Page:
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Side Effects of Treatment


The following excerpt is taken from Chapter 11 of Colon & Rectal Cancer: A Comprehensive Guide for Patients & Families by Lorraine Johnston, copyright 2000 by O'Reilly & Associates, Inc. For book orders/information, call (800) 998-9938. Permission is granted to print and distribute this excerpt for noncommercial use as long as the above source is included. The information in this article is meant to educate and should not be used as an alternative for professional medical care.

Why do side effects arise?

Side effects of treatment can arise for several reasons.

First, the treatments commonly used today for colorectal cancer affect not only cancerous cells, but many healthy cells as well. Radiotherapy and many chemotherapy regimens target cells that divide rapidly, as many cancer cells do. This targeting of fast-growing cells means that many healthy cells that divide rapidly--cells in the mouth, intestinal tract, hair, fingernails, and others--will be affected, too. During treatment, these cells die all at once, instead of passing through the life cycle just a few at a time. This rapid turnover of cells causes some of the most common side effects of cancer treatment, such as mouth sores and hair loss.

Other side effects come about owing to the body's attempt to heal itself. Tumor lysis syndrome, for instance, is a side effect of the body's attempt to clear itself of dying tumor cells after certain treatments.

Many side effects of treatment are normal and pose no danger to you. Fatigue and changes in fingernail growth are common side effects of treatment that do not necessarily herald problems. Your oncologist should give you fact sheets to provide you with information about side effects that are very serious, and about which you should telephone as soon as you notice them. If your doctor doesn't offer this information, ask.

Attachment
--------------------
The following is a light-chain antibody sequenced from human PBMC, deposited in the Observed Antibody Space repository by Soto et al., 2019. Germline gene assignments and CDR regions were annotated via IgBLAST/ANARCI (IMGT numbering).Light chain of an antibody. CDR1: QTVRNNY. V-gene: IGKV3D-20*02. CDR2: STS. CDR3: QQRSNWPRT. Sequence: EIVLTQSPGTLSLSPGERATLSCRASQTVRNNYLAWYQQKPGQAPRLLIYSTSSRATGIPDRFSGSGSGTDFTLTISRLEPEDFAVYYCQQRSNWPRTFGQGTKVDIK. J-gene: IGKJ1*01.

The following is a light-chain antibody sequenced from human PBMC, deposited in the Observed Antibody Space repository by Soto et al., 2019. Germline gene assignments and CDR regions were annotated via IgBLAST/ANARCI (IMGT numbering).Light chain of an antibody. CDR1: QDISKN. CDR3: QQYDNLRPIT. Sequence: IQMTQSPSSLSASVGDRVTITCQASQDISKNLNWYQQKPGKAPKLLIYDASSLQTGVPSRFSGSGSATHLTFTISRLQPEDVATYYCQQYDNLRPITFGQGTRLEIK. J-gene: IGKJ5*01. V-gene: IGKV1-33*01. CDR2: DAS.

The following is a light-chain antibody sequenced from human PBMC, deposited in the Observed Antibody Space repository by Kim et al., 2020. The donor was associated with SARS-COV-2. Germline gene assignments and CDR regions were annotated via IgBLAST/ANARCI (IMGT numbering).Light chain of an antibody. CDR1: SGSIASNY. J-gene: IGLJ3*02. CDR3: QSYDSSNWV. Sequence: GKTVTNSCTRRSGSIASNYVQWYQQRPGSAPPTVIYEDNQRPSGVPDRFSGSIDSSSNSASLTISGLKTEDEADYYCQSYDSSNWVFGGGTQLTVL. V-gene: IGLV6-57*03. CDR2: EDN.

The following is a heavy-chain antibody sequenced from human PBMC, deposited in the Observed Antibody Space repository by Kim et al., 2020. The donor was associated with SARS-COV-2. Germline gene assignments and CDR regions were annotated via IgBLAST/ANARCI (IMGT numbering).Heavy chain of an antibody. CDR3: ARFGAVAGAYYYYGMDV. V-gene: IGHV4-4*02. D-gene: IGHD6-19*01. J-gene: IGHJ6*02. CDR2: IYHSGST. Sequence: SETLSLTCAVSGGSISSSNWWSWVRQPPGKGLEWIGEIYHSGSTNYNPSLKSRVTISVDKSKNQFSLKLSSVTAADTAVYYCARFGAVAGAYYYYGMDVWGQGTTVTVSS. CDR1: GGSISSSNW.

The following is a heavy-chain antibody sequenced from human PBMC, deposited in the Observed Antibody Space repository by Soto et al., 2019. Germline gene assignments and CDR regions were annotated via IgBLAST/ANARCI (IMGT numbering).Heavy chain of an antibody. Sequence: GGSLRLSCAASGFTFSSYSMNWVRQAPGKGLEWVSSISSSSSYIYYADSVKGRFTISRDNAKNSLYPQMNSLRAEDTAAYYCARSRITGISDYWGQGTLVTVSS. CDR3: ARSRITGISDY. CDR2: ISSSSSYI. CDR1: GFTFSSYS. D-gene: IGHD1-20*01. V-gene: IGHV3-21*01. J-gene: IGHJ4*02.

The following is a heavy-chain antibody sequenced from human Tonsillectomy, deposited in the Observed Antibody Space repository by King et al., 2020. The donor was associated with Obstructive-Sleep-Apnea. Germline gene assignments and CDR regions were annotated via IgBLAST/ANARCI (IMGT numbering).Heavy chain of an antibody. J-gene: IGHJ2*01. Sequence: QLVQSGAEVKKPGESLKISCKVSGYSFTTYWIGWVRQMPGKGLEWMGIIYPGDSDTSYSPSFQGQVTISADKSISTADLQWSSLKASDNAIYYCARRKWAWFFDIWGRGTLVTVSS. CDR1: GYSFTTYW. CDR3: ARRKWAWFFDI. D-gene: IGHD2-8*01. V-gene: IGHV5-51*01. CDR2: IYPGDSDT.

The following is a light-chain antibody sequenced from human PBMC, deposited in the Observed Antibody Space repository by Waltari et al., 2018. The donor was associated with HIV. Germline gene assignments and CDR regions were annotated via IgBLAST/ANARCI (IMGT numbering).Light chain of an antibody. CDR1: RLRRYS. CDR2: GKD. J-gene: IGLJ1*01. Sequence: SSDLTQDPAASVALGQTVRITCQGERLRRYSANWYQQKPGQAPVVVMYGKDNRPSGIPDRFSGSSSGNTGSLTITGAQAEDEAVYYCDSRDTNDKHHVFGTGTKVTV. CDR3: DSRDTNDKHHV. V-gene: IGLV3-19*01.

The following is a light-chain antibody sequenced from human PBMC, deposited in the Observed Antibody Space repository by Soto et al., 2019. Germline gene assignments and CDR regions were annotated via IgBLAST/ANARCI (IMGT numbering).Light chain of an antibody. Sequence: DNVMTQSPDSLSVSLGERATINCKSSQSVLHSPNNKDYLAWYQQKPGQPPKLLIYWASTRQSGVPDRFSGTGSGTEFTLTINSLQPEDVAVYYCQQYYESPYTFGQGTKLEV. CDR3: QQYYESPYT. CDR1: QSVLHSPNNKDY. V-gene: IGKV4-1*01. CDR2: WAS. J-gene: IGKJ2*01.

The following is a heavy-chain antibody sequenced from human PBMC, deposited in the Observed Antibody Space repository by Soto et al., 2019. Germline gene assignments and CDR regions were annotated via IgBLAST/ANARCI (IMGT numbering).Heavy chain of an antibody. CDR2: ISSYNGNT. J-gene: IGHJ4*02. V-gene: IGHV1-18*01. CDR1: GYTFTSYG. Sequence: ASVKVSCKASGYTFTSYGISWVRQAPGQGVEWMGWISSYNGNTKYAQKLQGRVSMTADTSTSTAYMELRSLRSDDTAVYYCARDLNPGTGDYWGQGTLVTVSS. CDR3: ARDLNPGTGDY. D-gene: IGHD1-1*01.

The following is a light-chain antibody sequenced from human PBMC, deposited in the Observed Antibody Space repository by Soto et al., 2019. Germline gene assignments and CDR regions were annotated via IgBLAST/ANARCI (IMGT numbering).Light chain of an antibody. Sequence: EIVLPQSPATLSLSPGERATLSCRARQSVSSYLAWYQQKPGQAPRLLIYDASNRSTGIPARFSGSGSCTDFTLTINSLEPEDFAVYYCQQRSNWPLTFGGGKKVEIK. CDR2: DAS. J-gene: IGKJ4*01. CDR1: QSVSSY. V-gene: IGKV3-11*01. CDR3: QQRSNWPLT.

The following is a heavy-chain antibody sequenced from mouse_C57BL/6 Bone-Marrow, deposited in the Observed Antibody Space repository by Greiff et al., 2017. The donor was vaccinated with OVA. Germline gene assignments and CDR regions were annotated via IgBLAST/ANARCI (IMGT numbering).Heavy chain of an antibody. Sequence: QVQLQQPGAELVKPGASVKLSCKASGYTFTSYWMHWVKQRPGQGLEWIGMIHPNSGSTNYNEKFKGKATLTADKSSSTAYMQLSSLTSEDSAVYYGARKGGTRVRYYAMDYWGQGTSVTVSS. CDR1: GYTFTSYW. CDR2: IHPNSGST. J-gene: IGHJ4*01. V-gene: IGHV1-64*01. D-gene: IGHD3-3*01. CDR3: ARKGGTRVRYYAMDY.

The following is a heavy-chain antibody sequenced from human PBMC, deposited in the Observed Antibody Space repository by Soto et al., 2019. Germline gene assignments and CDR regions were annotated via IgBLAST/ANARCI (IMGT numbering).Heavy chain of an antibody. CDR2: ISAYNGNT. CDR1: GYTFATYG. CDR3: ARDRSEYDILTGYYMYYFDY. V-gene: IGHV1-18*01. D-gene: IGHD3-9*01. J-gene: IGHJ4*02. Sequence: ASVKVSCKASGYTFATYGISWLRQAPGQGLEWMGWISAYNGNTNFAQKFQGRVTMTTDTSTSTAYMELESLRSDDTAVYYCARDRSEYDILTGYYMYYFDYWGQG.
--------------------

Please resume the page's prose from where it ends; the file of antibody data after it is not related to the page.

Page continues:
I had CPT11 for a year. I didn't have too many side effects. I took the CPT11 together with 5-FU and leucorovin. I didn't lose my hair and unfortunately, didn't lose any weight either. In fact, I gained 30 pounds. When I am given my chemotherapy, the doctor also puts in a Kytril and Decadron drip. This completely eliminates any nausea, at least for me. I have been off chemo for four months now, so I am hoping when I get back on it, it doesn't affect me differently since the first go-round was relatively easy.

Side effects by type

Listed alphabetically below are many side effects of treatment. Although great variability exists in patients' reactions to treatment, the most commonly occurring are nausea, diarrhea, abdominal cramping, mouth sores, hair loss, and fatigue. Included within the various sections below are tips from colorectal cancer survivors for dealing with side effects.

Abdominal pain

Abdominal pain or cramping is common following surgery, chemotherapy, or radiotherapy for colorectal cancer.

As abdominal pain also can be a sign of intestinal blockage owing to tumor regrowth, you should notify your doctor of this pain, especially if cramping persists or worsens.

Many good medications are available for abdominal cramps, ranging from mild over-the-counter remedies to narcotic substances, but often what works for one patient does not necessarily work for another. Ask your doctor for an appropriate treatment, and be persistent until a good remedy is found.

Dietary changes sometimes are helpful in controlling abdominal cramps. Some patients have found that dairy, soy, fat, or wheat gluten products are not tolerated well following treatment for colorectal cancer. Modify your diet slowly and judiciously, and only with your doctor's approval.

Various other causes of abdominal pain exist, and are discussed in the subsequent sections of this chapter.

Randall describes abdominal pain that persists several months after surgery:

My colon resection was many months ago. I still have gastroenterologic weirdness. I'm talking stools, gas, and cramps. No blood in stools, but not "normal." The first couple of weeks after surgery, things were back to normal. First time in two years. But then...

My colon-rectal surgeon says that there is usually a tightening of the colon at the anastomosis, or "that-place-where-the-two-healthy-ends-of-colon-were-stitched-back-together." As it heals, it constricts. As it constricts, size, frequency and other characteristics of stool change. He had me doing high-dose Metamucil to try and "stretch" the opening back out. So far, no progress. My anastomosis is located about halfway down of what is left of the descending colon.